CRIMSON-BEAKED PARTRIDGE
The crimson-beaked partridge is as large as the arctic partridge and is notable for its red head and black tail. Crimson-beaked partridges can often be found around southern estuaries or at times in southern beaches. These flocking birds only survive far from human populations. CALL: a high "KYIKper-kok". 
 
EASTERN EGRET
With a black neck, the eastern egret is slightly larger than the northern egret. Eastern egrets can often be observed eating freshwater fish in eastern bushes, or now and then in undergrowth. These solitary birds thrive in towns. CALL: a high "AIcoo-kok oo". 
 
COASTAL FLYCATCHER
A relative of the coastal flycatcher, the coastal flycatcher is somewhat smaller than it, and has a red head and yellow tail. They have narrow wings and striped throats. Coastal flycatchers may sometimes be found in western beaches or in estuaries. Their diet consists primarily of seeds and some grubs. These flocking birds have lost the capacity for flight. CALL: a sort of "KRAAou-per KRAAou-perWEE". 
 
WESTERN HUMMINGBIRD
The western hummingbird is larger than the mountain hummingbird, and has a brown neck and gray throat. Western hummingbirds can sometimes be observed eating the nectar of wildflowers in western undergrowth, or now and then in swamps. These birds live in flocks. CALL: a sort of squawking - first low then hoarse "kok-kyik-chi ka kok-kyik-chi". 
 
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SOUTHERN GULL
A bird with a red crest and a red wing is the southern gull. Most often, one can be identified by its tufted breast and its' conspicuous narrow neck. You are most likely to discover southern gulls in southern treetops. There, they can often be spotted eating freshwater fish. They thrive in cities. CALL: a high "pip-ah KArik-kraa pip-ah KArik-kraaKYIK". 
 
WHITE-THROATED HAWK
The white-throated hawk is notable for its red head and its brown neck. Its' notable striped throat most often lets you identify one. White-throated hawks may never be seen in western beaches searching for shorebirds. These flocking birds mate at the correct times with great theatrics and zeal. CALL: a type of tweeting - first high then tuneful "chip-rik chip-chip-per klip chip-rik chip-chip-per". 
 
RIVER FLYCATCHER
A flycatcher with a brown breast is the river flycatcher. Its' remarkable speckled beak generally lets you identify one. River flycatchers may sometimes be seen in eastern reeds searching for grubs and worms. In pairs, they are found around the homes of the singing grouse. CALL: a "rik-oo oo-kyik-er".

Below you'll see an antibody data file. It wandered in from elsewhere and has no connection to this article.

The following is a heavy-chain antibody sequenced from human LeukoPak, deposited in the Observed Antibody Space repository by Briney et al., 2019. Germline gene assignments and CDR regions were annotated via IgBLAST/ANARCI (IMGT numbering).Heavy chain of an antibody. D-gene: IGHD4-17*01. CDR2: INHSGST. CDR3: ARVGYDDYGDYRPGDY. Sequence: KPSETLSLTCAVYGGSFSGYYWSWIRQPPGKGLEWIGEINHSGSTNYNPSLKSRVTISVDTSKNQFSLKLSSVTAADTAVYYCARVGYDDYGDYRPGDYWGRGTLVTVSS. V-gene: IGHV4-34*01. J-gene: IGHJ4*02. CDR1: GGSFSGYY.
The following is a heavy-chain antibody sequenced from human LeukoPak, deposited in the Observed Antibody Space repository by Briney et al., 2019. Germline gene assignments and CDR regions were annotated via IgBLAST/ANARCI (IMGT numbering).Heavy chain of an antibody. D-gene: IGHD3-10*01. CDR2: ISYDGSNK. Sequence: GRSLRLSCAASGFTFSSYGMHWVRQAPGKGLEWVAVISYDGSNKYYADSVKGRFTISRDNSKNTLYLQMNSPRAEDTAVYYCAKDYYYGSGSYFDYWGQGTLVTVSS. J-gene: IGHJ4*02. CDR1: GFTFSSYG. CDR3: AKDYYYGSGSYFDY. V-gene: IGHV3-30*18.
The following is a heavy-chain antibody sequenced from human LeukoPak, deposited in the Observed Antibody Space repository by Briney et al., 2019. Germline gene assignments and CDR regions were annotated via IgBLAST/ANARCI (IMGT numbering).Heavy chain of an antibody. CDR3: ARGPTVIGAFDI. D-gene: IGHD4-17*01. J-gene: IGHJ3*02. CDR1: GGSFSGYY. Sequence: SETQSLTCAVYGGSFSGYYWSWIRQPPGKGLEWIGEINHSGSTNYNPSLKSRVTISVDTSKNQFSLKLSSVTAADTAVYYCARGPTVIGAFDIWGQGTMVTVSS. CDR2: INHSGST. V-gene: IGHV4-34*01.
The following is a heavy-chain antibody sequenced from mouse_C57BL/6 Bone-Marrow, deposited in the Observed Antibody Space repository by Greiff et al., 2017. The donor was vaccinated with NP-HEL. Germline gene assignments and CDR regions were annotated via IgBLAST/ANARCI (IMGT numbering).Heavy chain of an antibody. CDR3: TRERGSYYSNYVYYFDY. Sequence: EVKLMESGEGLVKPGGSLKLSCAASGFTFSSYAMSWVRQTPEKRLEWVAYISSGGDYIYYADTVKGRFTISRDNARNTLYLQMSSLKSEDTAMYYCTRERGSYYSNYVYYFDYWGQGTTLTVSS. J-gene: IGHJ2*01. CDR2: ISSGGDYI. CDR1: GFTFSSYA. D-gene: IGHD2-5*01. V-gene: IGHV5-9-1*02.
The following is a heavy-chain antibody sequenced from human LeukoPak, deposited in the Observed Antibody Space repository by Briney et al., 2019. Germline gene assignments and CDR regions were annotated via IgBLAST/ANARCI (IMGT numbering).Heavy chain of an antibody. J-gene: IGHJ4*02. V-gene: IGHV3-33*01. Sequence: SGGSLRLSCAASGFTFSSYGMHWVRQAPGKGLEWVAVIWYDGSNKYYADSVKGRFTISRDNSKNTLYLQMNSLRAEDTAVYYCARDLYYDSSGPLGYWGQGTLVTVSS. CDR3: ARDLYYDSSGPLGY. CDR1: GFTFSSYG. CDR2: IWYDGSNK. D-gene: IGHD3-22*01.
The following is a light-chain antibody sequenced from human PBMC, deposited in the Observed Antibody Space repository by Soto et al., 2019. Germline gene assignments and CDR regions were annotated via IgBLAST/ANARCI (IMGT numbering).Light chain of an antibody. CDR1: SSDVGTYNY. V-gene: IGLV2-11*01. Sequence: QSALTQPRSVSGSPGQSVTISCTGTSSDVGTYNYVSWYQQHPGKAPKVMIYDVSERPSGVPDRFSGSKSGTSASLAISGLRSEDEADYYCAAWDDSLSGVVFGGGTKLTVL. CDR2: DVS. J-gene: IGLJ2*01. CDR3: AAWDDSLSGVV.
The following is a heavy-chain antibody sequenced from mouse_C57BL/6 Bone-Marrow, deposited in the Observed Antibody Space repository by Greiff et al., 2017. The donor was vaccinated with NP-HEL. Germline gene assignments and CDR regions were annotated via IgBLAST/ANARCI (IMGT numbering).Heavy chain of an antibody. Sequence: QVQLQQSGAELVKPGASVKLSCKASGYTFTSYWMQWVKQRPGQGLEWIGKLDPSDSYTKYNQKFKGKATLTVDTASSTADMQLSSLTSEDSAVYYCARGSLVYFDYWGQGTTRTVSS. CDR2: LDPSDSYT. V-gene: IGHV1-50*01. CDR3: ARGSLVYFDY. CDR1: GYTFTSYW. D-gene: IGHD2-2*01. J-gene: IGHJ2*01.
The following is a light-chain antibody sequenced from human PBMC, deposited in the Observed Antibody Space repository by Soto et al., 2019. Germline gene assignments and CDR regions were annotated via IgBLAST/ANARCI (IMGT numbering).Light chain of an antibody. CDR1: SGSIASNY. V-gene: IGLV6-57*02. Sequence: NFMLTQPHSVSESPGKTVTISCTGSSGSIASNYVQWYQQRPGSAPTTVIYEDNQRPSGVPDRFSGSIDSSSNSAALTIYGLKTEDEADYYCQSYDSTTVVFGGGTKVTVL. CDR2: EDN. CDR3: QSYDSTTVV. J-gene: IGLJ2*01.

GOLDEN-THROATED SWIFT
The golden-throated swift is a swift with a gray shoulder and a golden throat. Golden-throated swifts can often be found around western shrubbery or at times in western treetops. With many of their kind, they only survive far from human populations. CALL: a type of "per-er klip-oo-rik pip". 
 
EASTERN DUCK
The eastern duck has a brown shoulder and a red throat. Their oversized tails are remarkable. Eastern ducks may often be observed in eastern treetops or in branches. Their diet consists primarily of freshwater fish. A bird living singley, they thrive in cities. CALL: a type of singing - first high then tuneful "ah-ah ah-wee-chip ah-ah ah-wee-chipCHIP". 
 
MOUNTAIN HUMMINGBIRD
The mountain hummingbird is much smaller than the western hummingbird and is notable for its gray neck and white shoulder. They can generally be identified by their narrow throats and shoulders. Mountain hummingbirds can occasionally be observed around southern bushes or at times in southern pine stands. These flocking birds seek rising currents of wind to fly low on. CALL: a screeching that starts low and ends melodic, which might be transcribed "wee-kyik er-kyik wee wee-kyik er-kyik". 
 
RED-BEAKED FLYCATCHER
The red-beaked flycatcher is sometimes incorrectly identified as the coastal flycatcher and is slightly smaller than it. The  red-beaked flycatcher has a blue crest and red shoulder. Red-beaked flycatchers can occasionally be spotted eating seeds and some grubs in southern estuaries, or now and then in bushes. Its' conspicuous mottled neck typically lets you identify one. In large congregations, they collect bright trinkets found in the dirt. CALL: a "ka-ou ah-ah". 
 
BROWN-CRESTED EGRET
With a brown tail, the brown-crested egret is slightly larger than the eastern egret. Their mottled breasts are notable. Brown-crested egrets can sometimes be spotted around northern estuaries or at times in northern bushes. These birds live with many of their kind. CALL: a kind of "kraa-pip pip-kraa pip". 
 
ARCTIC PARTRIDGE
The arctic partridge is larger than the crimson-beaked partridge, possessing a black tail and yellow shoulder. One can be distinguished by its oversized neck and its' narrow breast. Arctic partridges may often be found in northern tundra searching for roots and seeds. These birds are found around the homes of the coastal eagle, with a few of their kind. CALL: a singing that starts high and ends low, which resembles "kok-ka ka-oo kok-ka ka-ooAI". 
 
VIOLET-CRESTED TINAMOU
With a golden neck, the violet-crested tinamou is as large as the white-necked tinamou. Violet-crested tinamous may often be found in western estuaries or in beaches. Their diet consists primarily of seeds and driftwood-feeding insects. These flocking birds often stand around groups of arctic coots. CALL: a sort of chattering - first melodic then tuneful "KYIKrik-klip-klip kyik KYIKrik-klip-klip". 
 
TWEETING GROUSE
The tweeting grouse is sometimes confused with the river grouse and is much larger than it. The  tweeting grouse has a yellow beak and red shoulder. Tweeting grouses can often be spotted around eastern bushes or at times in eastern branches. They have striped shoulders and oversized breasts. These birds live individually or in small groups. CALL: a abrasive tweeting which sounds like "KYIKah-chip-oo". 
 
YELLOW-TAILED WOODPECKER
The yellow-tailed woodpecker is sometimes confused with the yellow-throated woodpecker and is much smaller than it. The  yellow-tailed woodpecker has a red shoulder and violet throat. You are most likely to discover yellow-tailed woodpeckers in western bushes. There, they can often be found eating seeds, grubs, and berries. A bird living in flocks, they mate at the correct times with great theatrics and zeal. CALL: a type of "CHIPoo-oo-ai pip". 
 
COMMON GREBE
The common grebe is much larger than the gray-tailed grebe, and has a red beak and yellow throat. Their colors are completely different. Common grebes can often be observed around eastern treetops or at times in eastern lakes. Alone, they make their homes in depressions in the ground covered over by branches. CALL: a abrasive "AIka-ah-ou AIka-ah-ouPIP".